A planned upgrade of campus voice and data communication networks will accommodate the projected growth.
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The Urbana campus has launched a five-year plan for modernizing and upgrading its voice and data communication networks.
The majority of the campus’s network has not been upgraded since 1987, according to Campus Information Technologies and Educational Services, and more than 260 of the 300 buildings on campus need new wiring and electronics to enhance security and reliability.
The escalating demand for online services and electronic communications has increased data traffic on campus by 200 percent since 1998.
“We anticipate continued growth of about 10 percent per year in the use of the network for the next 10 years,” said Peter M. Siegel, chief information officer. “This increased use makes it even more critical that the campus network have improved reliability and increased security. While no one can predict all the changes, we can bet that they will be significant and we need a modern infrastructure on which to build all the new services.”
Deteriorating equipment, some of which is unreliable and dissimilar from other units’, makes it difficult to provide technical support and escalates maintenance costs. Many communications equipment rooms around campus, which have been shoehorned into buildings constructed long before the technology revolution, are substandard – cramped and lacking the proper lighting, air conditioning and controlled access needed for the equipment.
The five-year, five-phase project, now under way, calls for installation of more network jacks, infrastructure such as wiring or cabling, and the building or retrofitting of 60 communications equipment rooms around campus.
An estimated 156 buildings will get complete overhauls of their voice and data infrastructure; another 108 buildings will be upgraded as required. In addition to addressing deferred maintenance needs, the project will provide recurring funds for predictive, periodic upgrades according to equipment life cycles. Residence halls will not be included in the upgrade since their network (URHnet) is funded and maintained separately.
The upgraded network will be more secure and have greater firewall and filtering capabilities at the network entrance to campus and offer improved tools to protect desktop systems and for managing and detecting quirky problems, such as those that result from malicious attacks. The new infrastructure also will allow for high-speed data transfer: 1 gigabyte-per-second connections from buildings to the backbone and 100 megabytes-per-second switched connections from the jacks.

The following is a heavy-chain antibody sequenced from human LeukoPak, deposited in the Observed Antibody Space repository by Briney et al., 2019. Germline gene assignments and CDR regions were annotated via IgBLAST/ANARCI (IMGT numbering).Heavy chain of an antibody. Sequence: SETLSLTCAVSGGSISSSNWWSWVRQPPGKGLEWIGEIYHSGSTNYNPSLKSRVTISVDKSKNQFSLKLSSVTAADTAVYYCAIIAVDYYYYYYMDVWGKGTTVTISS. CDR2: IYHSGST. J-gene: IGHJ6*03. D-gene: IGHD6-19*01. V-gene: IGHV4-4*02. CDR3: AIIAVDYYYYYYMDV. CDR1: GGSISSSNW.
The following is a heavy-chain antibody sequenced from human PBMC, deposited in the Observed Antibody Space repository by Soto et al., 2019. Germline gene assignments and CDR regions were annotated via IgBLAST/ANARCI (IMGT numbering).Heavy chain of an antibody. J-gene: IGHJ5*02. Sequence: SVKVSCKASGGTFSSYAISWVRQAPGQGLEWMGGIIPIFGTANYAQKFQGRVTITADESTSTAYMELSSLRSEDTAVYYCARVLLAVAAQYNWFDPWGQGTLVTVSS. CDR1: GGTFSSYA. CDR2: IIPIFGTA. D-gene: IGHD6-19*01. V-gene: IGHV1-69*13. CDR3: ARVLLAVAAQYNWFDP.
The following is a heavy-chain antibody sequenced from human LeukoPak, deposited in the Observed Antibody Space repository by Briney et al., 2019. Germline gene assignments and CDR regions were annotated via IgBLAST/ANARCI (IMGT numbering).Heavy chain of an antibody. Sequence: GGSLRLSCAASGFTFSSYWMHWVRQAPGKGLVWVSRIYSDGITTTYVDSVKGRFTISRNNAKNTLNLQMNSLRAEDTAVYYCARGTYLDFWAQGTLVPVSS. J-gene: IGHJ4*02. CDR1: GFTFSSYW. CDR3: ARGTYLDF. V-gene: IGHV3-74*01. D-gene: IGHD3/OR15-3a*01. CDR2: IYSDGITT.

The costs of the network upgrade will be funded as a campus priority within the overall set of campus needs. Campus priorities are funded from the total new funds available to the campus and from reallocation.
Western Telecommunication Consulting Inc. of Los Angeles, a firm that has helped numerous major institutions modernize their networks, assisted with some of the initial project planning. CITES is planning and coordinating the upgrade and consulting with campus units on their needs and technical requirements through a network upgrade liaisons committee composed of campus users. Each dean or unit coordinator appointed a representative to the committee, which is working with the CIO to prioritize the list of buildings to be upgraded.
By spreading the project across five years, and providing significant advance notice of work to be done, CITES hopes to minimize disruptions as much as possible, although space reallocations may be required in some instances to accommodate construction.
“The network upgrade is not something that one unit can do on its own,” said Stan Yagi, assistant chief information officer in CITES. “This is a shared responsibility. It requires a partnership between the administrators that do the local networks in the buildings and CITES. The network administrators make sure there’s connectivity for all the machines in their buildings. CITES and the network administrators need to know exactly who is at the end of each connection; we have to do that collectively.”
Users can keep abreast of the project through status reports on CITES’ Web site, www.cites.uiuc.edu.